Downtown Las Vegas: A Historical Perspective
Long before Bugsy Seigel envisioned the Flamingo Hotel/Casino and long
before the Las Vegas Strip was populated by pirates, volcanoes, castles or
pyramids, there was downtown Las Vegas.
Since the city was first established in 1905, downtown Las Vegas--Fremont
Street, in particular--has been an integral part of the community and in the
gaming industry's forefront.
Fremont Street has been the site of numerous "firsts" in Las Vegas: the first
street to be paved (1925); the first traffic light; the first elevator (the Apache
Hotel in 1932); and the first high-rise (the Fremont Hotel in 1956). When
gaming was legalized in 1931, the first Nevada gaming license was issued to
the Northern Club at 15 E. Fremont Street. Meanwhile, the Horseshoe was
the first casino to install carpeting while the Golden Nugget was the first
structure designed from the ground up to be a casino.
"By the time the El Rancho opened as the first casino on the Las Vegas Strip
in 1941, downtown Las Vegas had 36 years of history," said Donald D. Snyder,
president of The Fremont Street Experience Limited Liability Company. "The
Fremont Street Experience, the next phase of the street's evolution, is being
designed to help revitalize Downtown Las Vegas and return this part of the
community to a place of prominence in the gaming industry."
In the 1940s the emergence of neon began to transform a drab Fremont Street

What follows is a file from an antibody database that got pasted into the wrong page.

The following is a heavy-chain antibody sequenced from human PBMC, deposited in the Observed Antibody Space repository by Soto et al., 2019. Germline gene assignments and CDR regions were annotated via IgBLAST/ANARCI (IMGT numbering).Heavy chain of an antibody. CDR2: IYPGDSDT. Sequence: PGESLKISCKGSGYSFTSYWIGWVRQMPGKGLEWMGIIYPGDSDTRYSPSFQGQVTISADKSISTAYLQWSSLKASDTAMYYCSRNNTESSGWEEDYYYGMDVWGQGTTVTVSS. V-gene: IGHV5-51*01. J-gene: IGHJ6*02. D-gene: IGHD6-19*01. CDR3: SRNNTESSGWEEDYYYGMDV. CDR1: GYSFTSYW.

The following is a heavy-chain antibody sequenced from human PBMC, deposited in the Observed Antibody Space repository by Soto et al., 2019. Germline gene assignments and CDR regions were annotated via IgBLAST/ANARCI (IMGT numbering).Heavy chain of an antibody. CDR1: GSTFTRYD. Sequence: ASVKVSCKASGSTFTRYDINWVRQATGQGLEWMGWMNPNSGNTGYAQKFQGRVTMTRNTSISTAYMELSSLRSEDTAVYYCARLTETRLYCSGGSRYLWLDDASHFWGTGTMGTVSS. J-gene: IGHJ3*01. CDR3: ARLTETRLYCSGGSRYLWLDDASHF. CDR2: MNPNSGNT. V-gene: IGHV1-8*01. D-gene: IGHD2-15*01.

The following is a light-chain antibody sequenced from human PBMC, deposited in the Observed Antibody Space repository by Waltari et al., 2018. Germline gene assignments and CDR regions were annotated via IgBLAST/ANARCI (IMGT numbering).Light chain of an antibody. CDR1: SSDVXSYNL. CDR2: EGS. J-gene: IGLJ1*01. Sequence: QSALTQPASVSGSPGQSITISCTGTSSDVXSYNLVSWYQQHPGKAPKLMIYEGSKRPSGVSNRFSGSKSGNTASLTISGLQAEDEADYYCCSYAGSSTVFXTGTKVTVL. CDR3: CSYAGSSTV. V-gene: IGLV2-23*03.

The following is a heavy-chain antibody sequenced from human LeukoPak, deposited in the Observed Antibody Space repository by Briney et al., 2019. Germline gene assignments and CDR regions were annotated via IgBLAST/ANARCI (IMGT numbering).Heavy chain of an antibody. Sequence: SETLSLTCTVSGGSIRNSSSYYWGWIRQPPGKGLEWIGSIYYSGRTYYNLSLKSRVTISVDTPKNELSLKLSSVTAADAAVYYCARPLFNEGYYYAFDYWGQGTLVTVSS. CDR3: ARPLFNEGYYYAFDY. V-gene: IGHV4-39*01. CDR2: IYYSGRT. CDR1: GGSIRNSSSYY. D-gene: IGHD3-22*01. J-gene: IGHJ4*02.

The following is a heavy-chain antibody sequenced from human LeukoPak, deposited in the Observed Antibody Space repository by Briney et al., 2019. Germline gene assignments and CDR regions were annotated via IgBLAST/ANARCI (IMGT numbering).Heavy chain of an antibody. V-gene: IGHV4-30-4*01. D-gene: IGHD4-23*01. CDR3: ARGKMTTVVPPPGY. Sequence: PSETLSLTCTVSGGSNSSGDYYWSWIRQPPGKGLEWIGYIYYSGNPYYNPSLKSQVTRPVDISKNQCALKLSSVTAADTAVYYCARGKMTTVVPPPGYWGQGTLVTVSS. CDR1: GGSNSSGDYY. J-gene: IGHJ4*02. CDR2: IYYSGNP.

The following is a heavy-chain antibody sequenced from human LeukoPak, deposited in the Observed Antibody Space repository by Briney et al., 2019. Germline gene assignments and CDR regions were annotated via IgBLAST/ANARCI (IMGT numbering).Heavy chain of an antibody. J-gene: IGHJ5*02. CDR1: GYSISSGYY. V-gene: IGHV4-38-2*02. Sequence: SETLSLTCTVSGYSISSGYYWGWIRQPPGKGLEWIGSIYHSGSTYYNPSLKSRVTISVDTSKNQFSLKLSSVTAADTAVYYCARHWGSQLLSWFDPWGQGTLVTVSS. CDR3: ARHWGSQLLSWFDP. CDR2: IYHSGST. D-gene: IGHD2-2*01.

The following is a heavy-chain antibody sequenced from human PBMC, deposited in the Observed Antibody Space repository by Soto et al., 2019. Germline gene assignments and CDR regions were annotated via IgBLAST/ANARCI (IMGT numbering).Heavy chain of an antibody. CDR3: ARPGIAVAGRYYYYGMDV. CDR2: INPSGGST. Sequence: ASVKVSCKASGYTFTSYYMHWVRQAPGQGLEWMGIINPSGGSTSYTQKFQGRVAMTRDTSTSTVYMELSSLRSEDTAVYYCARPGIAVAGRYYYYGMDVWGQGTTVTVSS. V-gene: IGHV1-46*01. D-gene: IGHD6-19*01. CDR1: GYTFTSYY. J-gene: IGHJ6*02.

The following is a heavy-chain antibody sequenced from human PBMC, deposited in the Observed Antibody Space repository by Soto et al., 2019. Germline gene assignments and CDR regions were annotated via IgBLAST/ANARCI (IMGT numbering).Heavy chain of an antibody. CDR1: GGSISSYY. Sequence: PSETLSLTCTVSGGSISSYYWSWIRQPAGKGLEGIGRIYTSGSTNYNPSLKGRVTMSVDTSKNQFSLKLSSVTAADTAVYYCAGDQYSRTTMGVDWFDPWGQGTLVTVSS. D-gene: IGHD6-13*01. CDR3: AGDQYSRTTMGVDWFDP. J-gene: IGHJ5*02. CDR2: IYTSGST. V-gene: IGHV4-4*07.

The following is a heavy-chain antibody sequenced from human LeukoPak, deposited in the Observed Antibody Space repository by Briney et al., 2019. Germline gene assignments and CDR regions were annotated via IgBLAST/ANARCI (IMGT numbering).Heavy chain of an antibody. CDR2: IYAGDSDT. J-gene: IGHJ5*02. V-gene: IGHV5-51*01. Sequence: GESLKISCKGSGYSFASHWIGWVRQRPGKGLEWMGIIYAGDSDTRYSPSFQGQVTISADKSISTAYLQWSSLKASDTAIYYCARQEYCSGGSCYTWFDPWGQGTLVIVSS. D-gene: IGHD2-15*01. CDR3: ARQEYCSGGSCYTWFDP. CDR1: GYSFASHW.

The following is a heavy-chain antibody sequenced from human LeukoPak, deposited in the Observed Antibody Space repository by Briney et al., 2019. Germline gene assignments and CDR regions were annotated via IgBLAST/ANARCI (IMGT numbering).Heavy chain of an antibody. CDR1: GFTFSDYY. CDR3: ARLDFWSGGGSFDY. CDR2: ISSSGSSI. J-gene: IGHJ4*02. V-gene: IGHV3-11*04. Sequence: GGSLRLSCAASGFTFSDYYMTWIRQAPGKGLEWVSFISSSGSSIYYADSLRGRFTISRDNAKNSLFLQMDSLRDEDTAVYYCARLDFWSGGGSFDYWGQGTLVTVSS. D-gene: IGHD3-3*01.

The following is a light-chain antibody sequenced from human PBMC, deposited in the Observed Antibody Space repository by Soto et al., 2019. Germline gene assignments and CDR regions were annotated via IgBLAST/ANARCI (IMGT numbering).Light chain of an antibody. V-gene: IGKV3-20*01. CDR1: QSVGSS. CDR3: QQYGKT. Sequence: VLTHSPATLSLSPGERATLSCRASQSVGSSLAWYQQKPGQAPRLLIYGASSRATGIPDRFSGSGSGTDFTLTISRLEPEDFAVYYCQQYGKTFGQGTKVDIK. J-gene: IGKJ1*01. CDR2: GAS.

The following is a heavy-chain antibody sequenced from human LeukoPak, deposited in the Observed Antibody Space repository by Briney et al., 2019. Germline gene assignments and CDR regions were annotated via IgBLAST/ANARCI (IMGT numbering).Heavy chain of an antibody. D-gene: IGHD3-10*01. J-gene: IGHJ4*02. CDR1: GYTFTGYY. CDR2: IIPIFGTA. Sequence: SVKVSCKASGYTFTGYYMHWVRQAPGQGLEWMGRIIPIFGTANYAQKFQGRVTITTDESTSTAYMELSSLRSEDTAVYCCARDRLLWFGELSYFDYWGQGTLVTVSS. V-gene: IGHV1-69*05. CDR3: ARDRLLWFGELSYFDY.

into Glitter Gulch. The Las Vegas Chamber of Commerce unveiled Vegas Vic
--an icon for Fremont Street--in 1947, and Wayne Newton opened at the
Fremont Hotel/Casino in 1956.
The Fremont Street Experience, the cornerstone for the comprehensive
redevelopment of downtown Las Vegas, is a private/public partnership
between The Fremont Street Experience Company--owned by the collection
of downtown casino operators--and the City of Las Vegas.
Like the entrepreneurial spirit that built downtown Las Vegas, today's leaders
are using that same independent and enterprising nature to make the
Fremont Street Experience the catalyst for downtown's future as a viable
economic core and attraction for tourism.
"We salute those who built downtown -- Binion, Boyd, Gaughan and others
-- who provided the guiding force for the future of Las Vegas," Snyder said.
"Today, public officials and private-sector business leaders are committed to a
downtown Las Vegas that will grow and prosper into the next century."
Information provided by the Fremont Street Experience
- Las Vegas (1995)